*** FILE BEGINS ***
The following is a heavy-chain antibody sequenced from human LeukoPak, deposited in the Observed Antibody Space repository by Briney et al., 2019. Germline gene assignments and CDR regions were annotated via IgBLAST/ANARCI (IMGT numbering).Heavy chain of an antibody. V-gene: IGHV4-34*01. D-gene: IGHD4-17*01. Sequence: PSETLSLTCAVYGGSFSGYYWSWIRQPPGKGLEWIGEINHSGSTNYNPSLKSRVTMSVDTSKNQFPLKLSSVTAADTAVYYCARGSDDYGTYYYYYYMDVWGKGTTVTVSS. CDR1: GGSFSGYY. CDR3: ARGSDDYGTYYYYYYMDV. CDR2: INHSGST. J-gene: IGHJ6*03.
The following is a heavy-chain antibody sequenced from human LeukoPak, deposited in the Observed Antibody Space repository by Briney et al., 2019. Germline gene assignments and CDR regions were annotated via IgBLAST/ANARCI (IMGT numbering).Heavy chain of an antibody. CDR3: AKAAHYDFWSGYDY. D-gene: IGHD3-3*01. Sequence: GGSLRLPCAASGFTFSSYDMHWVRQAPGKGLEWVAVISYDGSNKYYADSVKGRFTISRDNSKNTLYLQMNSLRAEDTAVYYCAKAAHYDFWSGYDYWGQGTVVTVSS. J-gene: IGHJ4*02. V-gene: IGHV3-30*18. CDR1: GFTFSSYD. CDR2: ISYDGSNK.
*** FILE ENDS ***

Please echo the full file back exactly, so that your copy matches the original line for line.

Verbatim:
The following is a heavy-chain antibody sequenced from human LeukoPak, deposited in the Observed Antibody Space repository by Briney et al., 2019. Germline gene assignments and CDR regions were annotated via IgBLAST/ANARCI (IMGT numbering).Heavy chain of an antibody. V-gene: IGHV4-34*01. D-gene: IGHD4-17*01. Sequence: PSETLSLTCAVYGGSFSGYYWSWIRQPPGKGLEWIGEINHSGSTNYNPSLKSRVTMSVDTSKNQFPLKLSSVTAADTAVYYCARGSDDYGTYYYYYYMDVWGKGTTVTVSS. CDR1: GGSFSGYY. CDR3: ARGSDDYGTYYYYYYMDV. CDR2: INHSGST. J-gene: IGHJ6*03.
The following is a heavy-chain antibody sequenced from human LeukoPak, deposited in the Observed Antibody Space repository by Briney et al., 2019. Germline gene assignments and CDR regions were annotated via IgBLAST/ANARCI (IMGT numbering).Heavy chain of an antibody. CDR3: AKAAHYDFWSGYDY. D-gene: IGHD3-3*01. Sequence: GGSLRLPCAASGFTFSSYDMHWVRQAPGKGLEWVAVISYDGSNKYYADSVKGRFTISRDNSKNTLYLQMNSLRAEDTAVYYCAKAAHYDFWSGYDYWGQGTVVTVSS. J-gene: IGHJ4*02. V-gene: IGHV3-30*18. CDR1: GFTFSSYD. CDR2: ISYDGSNK.